6. 2000 Dodge Caravan
Trade-In Value: $1,450 Original Price in 2000: $21,905 New Car Value (2011): $24,800
The Dodge Caravan is a popular minivan that is a big hit among soccer moms in places like Michigan and, as a result, thieves, who steal them for their parts. Thieves love the older models because they lack anti-theft devices and they have valuable parts like airbags and catalytic converters. The Caravan is so popular in Michigan, that five of the top 10 most stolen vehicles in Michigan are Caravans (the 2000, the 1999, the 1998, the 1997 and the 1996).
5. 2004 Dodge Ram Pickup
Trade-In Value: $5,050 Original Price in 2004: $22,295 New Car Value (2011): $20,100
Pickup trucks like the Ram are stolen for valuable parts such as the wheels and tailgates, Keah said. Tailgates can often get mangled in an accident and the new ones are expensive to replace since they often have cameras for backing up in them. (A tailgate with a camera can set you back $1,000 to $1,500.) Plus, the older ones are easy to steal, he said.
4. 1997 Ford F-150 Pickup
Trade-In Value: $1,200 Original Price in 1997: $17,480 New Car Value (2011): $22,600
Ford has been making its best-selling F-series pickup trucks since 1948 and for most of that time the F-150 has not only been the best-selling truck in America but the best-selling vehicle in America. That means there will always be a market for parts — and for thieves, who love those older models. 1997, incidentally, marked Ford’s first redesign of the F-150 since 1980. It was also the model where Ford introduced the rounded nose, a risky move given the F-150's popularity. To give buyers time to adjust to the change, Ford began selling the 1997s in January 1996, right alongside the 1996 models.
3. 1991 Toyota Camry
Trade-In Value: $700 Original Price in 1991: $14,513 New Car Value (2011): $19,900
The top three cars are all popular sedans, including the 1991 Toyota Camry. What makes them attractive to thieves is that these makes and models are easy to steal and the parts don’t change much from year to year. The Camry is known for its quality and reliability and great resale value. As a result, it’s a popular target for thieves all across America, from Delaware to Florida, Kansas, California and Hawaii.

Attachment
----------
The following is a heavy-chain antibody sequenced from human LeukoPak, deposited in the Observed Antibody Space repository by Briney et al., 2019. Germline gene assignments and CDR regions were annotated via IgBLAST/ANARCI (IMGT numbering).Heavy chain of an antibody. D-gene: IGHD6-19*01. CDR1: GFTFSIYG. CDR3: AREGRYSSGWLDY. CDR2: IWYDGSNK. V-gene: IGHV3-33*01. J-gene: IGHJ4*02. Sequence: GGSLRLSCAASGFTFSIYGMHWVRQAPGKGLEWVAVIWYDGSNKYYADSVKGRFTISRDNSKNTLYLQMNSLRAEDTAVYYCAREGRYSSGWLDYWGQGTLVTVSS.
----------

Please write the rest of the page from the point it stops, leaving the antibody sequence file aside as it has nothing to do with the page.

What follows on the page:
2. 1995 Honda Civic
Trade-In Value: $1,100 Original Price in 1995: $11,970 New Car Value (2011): $17,400
The Civic gets great reviews and is one of the best-selling compact cars. People love them for their great fuel efficiency, reliability, repair history and resale value, according to Kelley Blue Book. It’s also pretty roomy inside, despite being a compact. Thieves love them for their parts. Cars like the Camry and Civic make the most-stolen list just about every year though the model year generally goes up one.
1. 1994 Honda Accord
Trade-In Value: $975 Original Price in 1994: $15,430 New Car Value (2011): $20,200
And the winner of the Most Stolen Vehicle contest is … the Honda Accord! The model year is 1994, the year that NAFTA was established, skater Nancy Kerrigan was clubbed in the knee with a pipe and O.J. Simpson took the entire nation on a high-speed chase.
The Accord is loved by both drivers and thieves and is universally stolen all over America. Drivers love it for its quality and refinement. It handles well, rates high on safety and maintenance and has a roomy interior. Thieves, of course, love them for their parts, which don’t change much from year to year, and for their lack of anti-theft technology.